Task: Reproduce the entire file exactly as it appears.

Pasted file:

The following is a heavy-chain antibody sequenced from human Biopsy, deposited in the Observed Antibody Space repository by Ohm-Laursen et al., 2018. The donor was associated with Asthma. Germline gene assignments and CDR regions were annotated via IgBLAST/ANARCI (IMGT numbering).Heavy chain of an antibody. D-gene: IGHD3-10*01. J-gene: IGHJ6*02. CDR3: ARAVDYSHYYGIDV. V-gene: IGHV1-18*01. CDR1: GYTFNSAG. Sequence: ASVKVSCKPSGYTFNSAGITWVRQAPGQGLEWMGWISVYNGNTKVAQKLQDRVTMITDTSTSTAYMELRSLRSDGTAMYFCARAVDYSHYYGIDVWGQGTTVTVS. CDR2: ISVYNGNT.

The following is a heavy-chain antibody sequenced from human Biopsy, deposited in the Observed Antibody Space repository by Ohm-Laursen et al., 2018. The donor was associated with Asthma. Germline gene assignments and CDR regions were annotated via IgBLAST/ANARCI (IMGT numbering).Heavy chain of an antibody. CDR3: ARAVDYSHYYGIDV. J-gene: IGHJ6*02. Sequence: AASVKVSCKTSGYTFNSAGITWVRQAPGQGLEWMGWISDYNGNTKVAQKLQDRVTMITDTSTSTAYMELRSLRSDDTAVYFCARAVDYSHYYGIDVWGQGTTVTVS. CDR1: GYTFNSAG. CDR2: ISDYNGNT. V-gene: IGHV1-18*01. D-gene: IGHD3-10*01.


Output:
The following is a heavy-chain antibody sequenced from human Biopsy, deposited in the Observed Antibody Space repository by Ohm-Laursen et al., 2018. The donor was associated with Asthma. Germline gene assignments and CDR regions were annotated via IgBLAST/ANARCI (IMGT numbering).Heavy chain of an antibody. D-gene: IGHD3-10*01. J-gene: IGHJ6*02. CDR3: ARAVDYSHYYGIDV. V-gene: IGHV1-18*01. CDR1: GYTFNSAG. Sequence: ASVKVSCKPSGYTFNSAGITWVRQAPGQGLEWMGWISVYNGNTKVAQKLQDRVTMITDTSTSTAYMELRSLRSDGTAMYFCARAVDYSHYYGIDVWGQGTTVTVS. CDR2: ISVYNGNT.

The following is a heavy-chain antibody sequenced from human Biopsy, deposited in the Observed Antibody Space repository by Ohm-Laursen et al., 2018. The donor was associated with Asthma. Germline gene assignments and CDR regions were annotated via IgBLAST/ANARCI (IMGT numbering).Heavy chain of an antibody. CDR3: ARAVDYSHYYGIDV. J-gene: IGHJ6*02. Sequence: AASVKVSCKTSGYTFNSAGITWVRQAPGQGLEWMGWISDYNGNTKVAQKLQDRVTMITDTSTSTAYMELRSLRSDDTAVYFCARAVDYSHYYGIDVWGQGTTVTVS. CDR1: GYTFNSAG. CDR2: ISDYNGNT. V-gene: IGHV1-18*01. D-gene: IGHD3-10*01.